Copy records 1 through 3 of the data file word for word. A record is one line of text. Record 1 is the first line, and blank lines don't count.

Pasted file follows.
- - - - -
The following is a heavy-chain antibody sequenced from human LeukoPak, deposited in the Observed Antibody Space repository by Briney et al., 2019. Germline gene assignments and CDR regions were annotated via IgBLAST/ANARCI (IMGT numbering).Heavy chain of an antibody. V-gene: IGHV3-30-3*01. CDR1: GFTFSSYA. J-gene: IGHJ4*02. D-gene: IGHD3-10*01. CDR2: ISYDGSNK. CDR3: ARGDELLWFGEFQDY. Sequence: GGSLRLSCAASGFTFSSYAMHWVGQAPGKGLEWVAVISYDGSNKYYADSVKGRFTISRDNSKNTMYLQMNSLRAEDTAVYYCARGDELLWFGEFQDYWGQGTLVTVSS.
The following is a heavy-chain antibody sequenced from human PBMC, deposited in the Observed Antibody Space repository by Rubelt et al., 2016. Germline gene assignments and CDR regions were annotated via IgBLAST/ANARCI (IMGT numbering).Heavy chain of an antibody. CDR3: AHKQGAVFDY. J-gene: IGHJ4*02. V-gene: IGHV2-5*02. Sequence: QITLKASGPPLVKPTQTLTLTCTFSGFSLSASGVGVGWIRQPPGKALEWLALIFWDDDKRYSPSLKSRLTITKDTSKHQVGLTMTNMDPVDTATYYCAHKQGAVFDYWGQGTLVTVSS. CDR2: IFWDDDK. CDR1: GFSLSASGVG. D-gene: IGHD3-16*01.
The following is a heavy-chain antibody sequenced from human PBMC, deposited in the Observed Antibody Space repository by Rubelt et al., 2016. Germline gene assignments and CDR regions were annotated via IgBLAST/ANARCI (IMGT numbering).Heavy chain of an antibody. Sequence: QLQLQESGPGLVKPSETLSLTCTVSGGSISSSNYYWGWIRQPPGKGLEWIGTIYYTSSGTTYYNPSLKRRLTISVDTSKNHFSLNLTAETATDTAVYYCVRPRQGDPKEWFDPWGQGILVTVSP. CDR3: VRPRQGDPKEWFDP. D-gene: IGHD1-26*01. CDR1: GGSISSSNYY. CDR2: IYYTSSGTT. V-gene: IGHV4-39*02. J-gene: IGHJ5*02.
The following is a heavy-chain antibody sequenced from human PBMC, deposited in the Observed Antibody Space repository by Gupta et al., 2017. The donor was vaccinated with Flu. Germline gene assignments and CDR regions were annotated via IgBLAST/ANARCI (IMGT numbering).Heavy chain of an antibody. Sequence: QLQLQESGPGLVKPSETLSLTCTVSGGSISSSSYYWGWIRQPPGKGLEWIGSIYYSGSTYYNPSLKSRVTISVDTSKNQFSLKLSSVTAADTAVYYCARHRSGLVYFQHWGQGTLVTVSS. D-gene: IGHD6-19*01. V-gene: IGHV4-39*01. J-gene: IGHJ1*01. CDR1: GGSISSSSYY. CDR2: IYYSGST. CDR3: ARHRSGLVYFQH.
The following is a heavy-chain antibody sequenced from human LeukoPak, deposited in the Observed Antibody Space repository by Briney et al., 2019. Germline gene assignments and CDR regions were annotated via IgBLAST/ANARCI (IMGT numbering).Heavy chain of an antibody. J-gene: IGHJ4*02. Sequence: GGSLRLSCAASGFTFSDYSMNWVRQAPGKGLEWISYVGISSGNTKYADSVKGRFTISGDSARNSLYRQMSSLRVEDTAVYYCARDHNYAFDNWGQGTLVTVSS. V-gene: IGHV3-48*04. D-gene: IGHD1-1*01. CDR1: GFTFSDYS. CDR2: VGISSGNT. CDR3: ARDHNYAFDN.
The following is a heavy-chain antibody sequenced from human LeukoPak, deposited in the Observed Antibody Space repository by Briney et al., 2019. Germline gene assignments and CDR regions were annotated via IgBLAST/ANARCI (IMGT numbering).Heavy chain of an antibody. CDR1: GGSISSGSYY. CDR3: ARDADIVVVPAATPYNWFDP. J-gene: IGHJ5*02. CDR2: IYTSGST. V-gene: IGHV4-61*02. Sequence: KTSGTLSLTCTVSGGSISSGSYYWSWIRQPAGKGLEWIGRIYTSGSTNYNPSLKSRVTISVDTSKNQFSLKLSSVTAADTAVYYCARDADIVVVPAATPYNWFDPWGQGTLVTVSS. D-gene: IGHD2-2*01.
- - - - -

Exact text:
The following is a heavy-chain antibody sequenced from human LeukoPak, deposited in the Observed Antibody Space repository by Briney et al., 2019. Germline gene assignments and CDR regions were annotated via IgBLAST/ANARCI (IMGT numbering).Heavy chain of an antibody. V-gene: IGHV3-30-3*01. CDR1: GFTFSSYA. J-gene: IGHJ4*02. D-gene: IGHD3-10*01. CDR2: ISYDGSNK. CDR3: ARGDELLWFGEFQDY. Sequence: GGSLRLSCAASGFTFSSYAMHWVGQAPGKGLEWVAVISYDGSNKYYADSVKGRFTISRDNSKNTMYLQMNSLRAEDTAVYYCARGDELLWFGEFQDYWGQGTLVTVSS.
The following is a heavy-chain antibody sequenced from human PBMC, deposited in the Observed Antibody Space repository by Rubelt et al., 2016. Germline gene assignments and CDR regions were annotated via IgBLAST/ANARCI (IMGT numbering).Heavy chain of an antibody. CDR3: AHKQGAVFDY. J-gene: IGHJ4*02. V-gene: IGHV2-5*02. Sequence: QITLKASGPPLVKPTQTLTLTCTFSGFSLSASGVGVGWIRQPPGKALEWLALIFWDDDKRYSPSLKSRLTITKDTSKHQVGLTMTNMDPVDTATYYCAHKQGAVFDYWGQGTLVTVSS. CDR2: IFWDDDK. CDR1: GFSLSASGVG. D-gene: IGHD3-16*01.
The following is a heavy-chain antibody sequenced from human PBMC, deposited in the Observed Antibody Space repository by Rubelt et al., 2016. Germline gene assignments and CDR regions were annotated via IgBLAST/ANARCI (IMGT numbering).Heavy chain of an antibody. Sequence: QLQLQESGPGLVKPSETLSLTCTVSGGSISSSNYYWGWIRQPPGKGLEWIGTIYYTSSGTTYYNPSLKRRLTISVDTSKNHFSLNLTAETATDTAVYYCVRPRQGDPKEWFDPWGQGILVTVSP. CDR3: VRPRQGDPKEWFDP. D-gene: IGHD1-26*01. CDR1: GGSISSSNYY. CDR2: IYYTSSGTT. V-gene: IGHV4-39*02. J-gene: IGHJ5*02.